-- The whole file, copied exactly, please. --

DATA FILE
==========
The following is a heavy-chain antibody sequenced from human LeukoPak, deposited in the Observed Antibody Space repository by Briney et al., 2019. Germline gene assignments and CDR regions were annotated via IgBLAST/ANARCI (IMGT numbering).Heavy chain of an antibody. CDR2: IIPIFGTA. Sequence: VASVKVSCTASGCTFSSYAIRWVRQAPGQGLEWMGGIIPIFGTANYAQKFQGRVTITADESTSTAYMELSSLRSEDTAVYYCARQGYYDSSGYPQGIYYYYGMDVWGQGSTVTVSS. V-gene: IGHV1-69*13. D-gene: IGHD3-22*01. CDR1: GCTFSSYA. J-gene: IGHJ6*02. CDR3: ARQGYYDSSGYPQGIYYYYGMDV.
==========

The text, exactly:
The following is a heavy-chain antibody sequenced from human LeukoPak, deposited in the Observed Antibody Space repository by Briney et al., 2019. Germline gene assignments and CDR regions were annotated via IgBLAST/ANARCI (IMGT numbering).Heavy chain of an antibody. CDR2: IIPIFGTA. Sequence: VASVKVSCTASGCTFSSYAIRWVRQAPGQGLEWMGGIIPIFGTANYAQKFQGRVTITADESTSTAYMELSSLRSEDTAVYYCARQGYYDSSGYPQGIYYYYGMDVWGQGSTVTVSS. V-gene: IGHV1-69*13. D-gene: IGHD3-22*01. CDR1: GCTFSSYA. J-gene: IGHJ6*02. CDR3: ARQGYYDSSGYPQGIYYYYGMDV.